English Language Arts

English Language Arts

Elementary:

As children learn to read and grapple with textual complexity, we guide them to a balanced approach to literacy that incorporates a blend of phonics and the “whole language” approach, depending on an individual child’s strengths at any given moment. Children gain reading fluency at highly variable and individualized steps and rates. They make huge leaps in a week, then practice for months. Critical to lifelong literacy and fluency is early and continued exposure to print and books.

To this end, teachers in early grades use authentic texts to build both comprehension and phonetic skills, while the Teachers College Writers Workshop structure allows students to generate stories and books based on their own experiences. Each child is regularly assessed to determine his or her own reading level, using the Fountas & Pinnell Benchmark System, and students work in groups as well as independently to read texts that are challenging enough to encourage both a sense of mastery and growth.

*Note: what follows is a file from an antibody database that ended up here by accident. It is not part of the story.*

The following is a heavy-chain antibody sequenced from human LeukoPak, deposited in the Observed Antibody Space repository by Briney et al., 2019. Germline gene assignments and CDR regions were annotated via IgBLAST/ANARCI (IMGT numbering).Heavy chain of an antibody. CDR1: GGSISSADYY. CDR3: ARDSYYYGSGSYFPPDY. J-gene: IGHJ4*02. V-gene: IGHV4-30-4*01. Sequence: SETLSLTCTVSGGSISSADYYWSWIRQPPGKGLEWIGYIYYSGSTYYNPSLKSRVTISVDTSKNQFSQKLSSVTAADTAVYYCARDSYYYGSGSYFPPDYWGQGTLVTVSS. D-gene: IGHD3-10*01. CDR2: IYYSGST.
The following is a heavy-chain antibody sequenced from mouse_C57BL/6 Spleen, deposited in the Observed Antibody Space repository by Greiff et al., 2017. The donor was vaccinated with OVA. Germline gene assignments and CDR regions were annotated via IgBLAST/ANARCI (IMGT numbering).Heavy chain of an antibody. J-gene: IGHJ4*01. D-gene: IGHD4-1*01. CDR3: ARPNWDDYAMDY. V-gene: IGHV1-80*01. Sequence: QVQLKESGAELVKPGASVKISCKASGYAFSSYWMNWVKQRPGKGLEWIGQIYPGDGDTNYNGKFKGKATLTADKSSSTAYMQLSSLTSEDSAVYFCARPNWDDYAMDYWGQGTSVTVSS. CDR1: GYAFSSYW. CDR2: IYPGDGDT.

As part of helping children build persistence, self-regulation, and independent reading strategies, TECCS uses a literacy structure  called The Daily Five. The Daily Five design allows for student choice and teacher flexibility within a clear and predictable structure.  In the reading block, children choose to Read to Self, Read to Someone, Work on Writing, Work on Word Work, or Listen to Reading. While students are engaged in these activities, the teacher meets with small groups or individual pupils. Taken together, these components offer a balanced framework that allows for individually targeted instruction and shared comprehension-building experiences.

Middle School:

As students mature, they are able to come to terms with, discuss, and debate the complex ethical dilemmas and choices presented in literature and history.  Teachers have autonomy to drive units of study toward student interests and select novels and texts that present challenging, complex questions about the world, society, and our place in it. In the middle school, disciplines overlap and intersect in student-driven projects, from the construction of medieval villages, including exploration and dissection of the elaborate social structures of the time, to debates over the role of museums in remembrance. In this way, we focus on our mission to help students become "individuals of integrity, insight, and autonomy."

TECCS continues to incorporate differentiated instruction throughout the Middle School. Students work in guided reading groups and literacy circles, while teachers continue to select materials suitable for each learner. Through this process our students continue to receive targeted instruction while being exposed to higher level texts to build comprehension skills.